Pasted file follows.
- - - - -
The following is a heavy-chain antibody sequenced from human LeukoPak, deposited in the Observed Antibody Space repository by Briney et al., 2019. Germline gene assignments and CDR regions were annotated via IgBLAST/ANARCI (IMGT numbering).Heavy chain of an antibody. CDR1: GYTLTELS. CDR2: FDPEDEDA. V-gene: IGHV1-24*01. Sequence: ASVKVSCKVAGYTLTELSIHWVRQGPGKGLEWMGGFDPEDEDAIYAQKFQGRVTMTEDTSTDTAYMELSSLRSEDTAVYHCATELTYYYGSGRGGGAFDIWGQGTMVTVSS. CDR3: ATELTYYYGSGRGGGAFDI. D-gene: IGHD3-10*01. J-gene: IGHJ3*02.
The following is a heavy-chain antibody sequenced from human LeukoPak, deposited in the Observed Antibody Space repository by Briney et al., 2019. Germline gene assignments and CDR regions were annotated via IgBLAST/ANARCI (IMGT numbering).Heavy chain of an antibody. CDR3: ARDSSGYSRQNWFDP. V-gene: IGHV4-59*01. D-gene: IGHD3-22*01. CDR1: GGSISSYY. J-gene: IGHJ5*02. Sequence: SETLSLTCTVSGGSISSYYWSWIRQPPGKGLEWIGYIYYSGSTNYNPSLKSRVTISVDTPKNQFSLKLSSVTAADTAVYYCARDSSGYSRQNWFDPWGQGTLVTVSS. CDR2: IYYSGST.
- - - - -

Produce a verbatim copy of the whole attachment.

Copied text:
The following is a heavy-chain antibody sequenced from human LeukoPak, deposited in the Observed Antibody Space repository by Briney et al., 2019. Germline gene assignments and CDR regions were annotated via IgBLAST/ANARCI (IMGT numbering).Heavy chain of an antibody. CDR1: GYTLTELS. CDR2: FDPEDEDA. V-gene: IGHV1-24*01. Sequence: ASVKVSCKVAGYTLTELSIHWVRQGPGKGLEWMGGFDPEDEDAIYAQKFQGRVTMTEDTSTDTAYMELSSLRSEDTAVYHCATELTYYYGSGRGGGAFDIWGQGTMVTVSS. CDR3: ATELTYYYGSGRGGGAFDI. D-gene: IGHD3-10*01. J-gene: IGHJ3*02.
The following is a heavy-chain antibody sequenced from human LeukoPak, deposited in the Observed Antibody Space repository by Briney et al., 2019. Germline gene assignments and CDR regions were annotated via IgBLAST/ANARCI (IMGT numbering).Heavy chain of an antibody. CDR3: ARDSSGYSRQNWFDP. V-gene: IGHV4-59*01. D-gene: IGHD3-22*01. CDR1: GGSISSYY. J-gene: IGHJ5*02. Sequence: SETLSLTCTVSGGSISSYYWSWIRQPPGKGLEWIGYIYYSGSTNYNPSLKSRVTISVDTPKNQFSLKLSSVTAADTAVYYCARDSSGYSRQNWFDPWGQGTLVTVSS. CDR2: IYYSGST.